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The Math.log10() function returns the base 10 logarithm of a number, that is

x>0,Math.log10(x)=log10(x)=the uniqueysuch that10y=x\forall x > 0, \mathtt{\operatorname{Math.log10}(x)} = \log_10(x) = \text{the unique} \; y \; \text{such that} \; 10^y = x




A number.

Return value

The base 10 logarithm of the given number. If the number is negative, NaN is returned.


If the value of x is less than 0, the return value is always NaN.

Because log10() is a static method of Math, you always use it as Math.log10(), rather than as a method of a Math object you created (Math is not a constructor).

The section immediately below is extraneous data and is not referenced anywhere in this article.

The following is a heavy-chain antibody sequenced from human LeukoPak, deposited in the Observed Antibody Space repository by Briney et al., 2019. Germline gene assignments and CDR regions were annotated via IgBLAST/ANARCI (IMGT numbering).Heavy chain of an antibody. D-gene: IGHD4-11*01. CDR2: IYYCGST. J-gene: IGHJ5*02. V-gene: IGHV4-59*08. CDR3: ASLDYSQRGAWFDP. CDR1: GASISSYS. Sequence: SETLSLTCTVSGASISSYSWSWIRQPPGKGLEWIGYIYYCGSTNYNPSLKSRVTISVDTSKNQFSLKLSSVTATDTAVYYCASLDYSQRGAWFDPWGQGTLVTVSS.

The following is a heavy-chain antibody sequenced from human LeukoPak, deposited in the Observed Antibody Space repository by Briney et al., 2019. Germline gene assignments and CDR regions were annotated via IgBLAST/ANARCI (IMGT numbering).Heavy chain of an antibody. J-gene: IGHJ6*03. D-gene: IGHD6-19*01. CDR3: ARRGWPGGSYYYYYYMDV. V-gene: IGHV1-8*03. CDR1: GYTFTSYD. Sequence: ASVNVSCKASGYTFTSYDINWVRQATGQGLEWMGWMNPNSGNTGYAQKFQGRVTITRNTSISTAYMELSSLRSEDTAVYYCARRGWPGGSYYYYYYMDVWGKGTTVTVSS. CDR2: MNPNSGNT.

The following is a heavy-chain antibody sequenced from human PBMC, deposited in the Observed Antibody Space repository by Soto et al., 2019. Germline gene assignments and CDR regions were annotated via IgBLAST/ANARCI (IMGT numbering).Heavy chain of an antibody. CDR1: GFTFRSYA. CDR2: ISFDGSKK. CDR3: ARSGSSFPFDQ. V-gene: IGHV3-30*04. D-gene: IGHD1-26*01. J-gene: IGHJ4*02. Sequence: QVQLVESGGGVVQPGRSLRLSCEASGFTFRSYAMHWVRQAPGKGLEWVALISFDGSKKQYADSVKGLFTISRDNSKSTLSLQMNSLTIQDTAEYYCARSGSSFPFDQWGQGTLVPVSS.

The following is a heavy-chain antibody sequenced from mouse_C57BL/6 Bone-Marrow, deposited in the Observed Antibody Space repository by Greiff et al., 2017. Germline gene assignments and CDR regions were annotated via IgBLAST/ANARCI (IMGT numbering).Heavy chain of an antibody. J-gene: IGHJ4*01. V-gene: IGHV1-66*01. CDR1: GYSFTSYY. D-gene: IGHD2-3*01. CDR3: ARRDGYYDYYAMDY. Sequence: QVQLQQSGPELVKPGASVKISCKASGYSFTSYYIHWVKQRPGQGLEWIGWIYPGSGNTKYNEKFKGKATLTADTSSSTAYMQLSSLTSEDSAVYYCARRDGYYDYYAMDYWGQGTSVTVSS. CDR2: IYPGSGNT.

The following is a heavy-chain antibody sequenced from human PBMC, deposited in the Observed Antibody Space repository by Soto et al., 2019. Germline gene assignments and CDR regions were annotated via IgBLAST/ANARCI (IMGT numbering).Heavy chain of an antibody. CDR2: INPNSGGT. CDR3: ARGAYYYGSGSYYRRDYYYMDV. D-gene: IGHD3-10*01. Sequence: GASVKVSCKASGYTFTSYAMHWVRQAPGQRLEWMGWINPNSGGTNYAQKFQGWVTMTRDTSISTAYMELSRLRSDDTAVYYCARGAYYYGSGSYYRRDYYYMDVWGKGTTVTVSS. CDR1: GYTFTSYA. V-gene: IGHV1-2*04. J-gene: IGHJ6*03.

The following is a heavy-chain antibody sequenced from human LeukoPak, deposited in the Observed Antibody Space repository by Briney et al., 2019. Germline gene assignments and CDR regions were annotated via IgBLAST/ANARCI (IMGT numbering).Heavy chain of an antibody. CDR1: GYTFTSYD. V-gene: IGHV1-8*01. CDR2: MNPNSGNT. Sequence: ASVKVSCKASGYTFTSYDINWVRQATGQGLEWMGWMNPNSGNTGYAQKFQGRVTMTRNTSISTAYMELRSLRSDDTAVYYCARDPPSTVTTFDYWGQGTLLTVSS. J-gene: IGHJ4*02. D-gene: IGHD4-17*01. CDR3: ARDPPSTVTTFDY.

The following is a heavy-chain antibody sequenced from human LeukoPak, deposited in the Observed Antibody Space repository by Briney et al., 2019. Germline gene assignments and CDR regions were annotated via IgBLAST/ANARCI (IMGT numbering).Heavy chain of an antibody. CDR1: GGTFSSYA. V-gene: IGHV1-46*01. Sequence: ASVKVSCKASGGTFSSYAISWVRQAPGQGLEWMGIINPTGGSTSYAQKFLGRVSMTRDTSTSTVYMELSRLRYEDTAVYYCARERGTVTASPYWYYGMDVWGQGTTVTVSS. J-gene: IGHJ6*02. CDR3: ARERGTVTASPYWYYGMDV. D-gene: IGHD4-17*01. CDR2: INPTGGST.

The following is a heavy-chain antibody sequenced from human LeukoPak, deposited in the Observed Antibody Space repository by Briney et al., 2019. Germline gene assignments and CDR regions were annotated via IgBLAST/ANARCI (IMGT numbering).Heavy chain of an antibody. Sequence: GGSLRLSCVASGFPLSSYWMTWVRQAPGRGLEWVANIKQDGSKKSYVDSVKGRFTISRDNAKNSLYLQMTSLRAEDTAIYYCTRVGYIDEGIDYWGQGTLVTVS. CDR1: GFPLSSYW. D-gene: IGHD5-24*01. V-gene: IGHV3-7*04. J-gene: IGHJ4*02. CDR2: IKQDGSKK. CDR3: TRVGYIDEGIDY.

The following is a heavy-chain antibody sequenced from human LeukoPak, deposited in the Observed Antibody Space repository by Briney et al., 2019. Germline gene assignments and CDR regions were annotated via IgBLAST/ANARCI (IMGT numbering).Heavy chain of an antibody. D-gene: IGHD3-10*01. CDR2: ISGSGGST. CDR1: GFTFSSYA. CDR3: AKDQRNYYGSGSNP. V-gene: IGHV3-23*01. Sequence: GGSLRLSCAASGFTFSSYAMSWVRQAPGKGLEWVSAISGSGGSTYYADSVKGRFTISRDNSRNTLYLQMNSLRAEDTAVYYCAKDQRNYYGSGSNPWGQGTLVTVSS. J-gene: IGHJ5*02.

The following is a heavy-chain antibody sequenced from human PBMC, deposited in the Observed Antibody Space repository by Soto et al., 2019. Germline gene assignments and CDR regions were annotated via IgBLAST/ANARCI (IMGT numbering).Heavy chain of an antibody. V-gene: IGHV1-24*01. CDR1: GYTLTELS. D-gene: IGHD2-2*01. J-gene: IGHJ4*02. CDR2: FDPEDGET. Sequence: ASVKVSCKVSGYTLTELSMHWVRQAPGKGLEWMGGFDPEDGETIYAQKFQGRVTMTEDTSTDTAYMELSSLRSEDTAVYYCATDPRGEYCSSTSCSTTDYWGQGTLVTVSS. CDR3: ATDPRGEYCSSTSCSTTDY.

This function is the equivalent of Math.log(x) / Math.log(10).  For log10(e) use the constant Math.LOG10E which is 1 / Math.LN10.  


Using Math.log10()

Math.log10(2);      // 0.3010299956639812
Math.log10(1);      // 0
Math.log10(0);      // -Infinity
Math.log10(-2);     // NaN
Math.log10(100000); // 5


This can be emulated with the following function:

Math.log10 = Math.log10 || function(x) {
  return Math.log(x) * Math.LOG10E;


Specification Status Comment
ECMAScript 2015 (6th Edition, ECMA-262)
The definition of 'Math.log10' in that specification.
Standard Initial definition.
ECMAScript Latest Draft (ECMA-262)
The definition of 'Math.log10' in that specification.

Browser compatibility

FeatureChromeFirefoxEdgeInternet ExplorerOperaSafari
Basic Support3825(Yes)(No)257.1
FeatureAndroidChrome for AndroidEdge mobileFirefox for AndroidIE mobileOpera AndroidiOS Safari
Basic Support(Yes)(Yes)(Yes)25(No)(Yes)8

See also

Document Tags and Contributors

 Last updated by: amdn,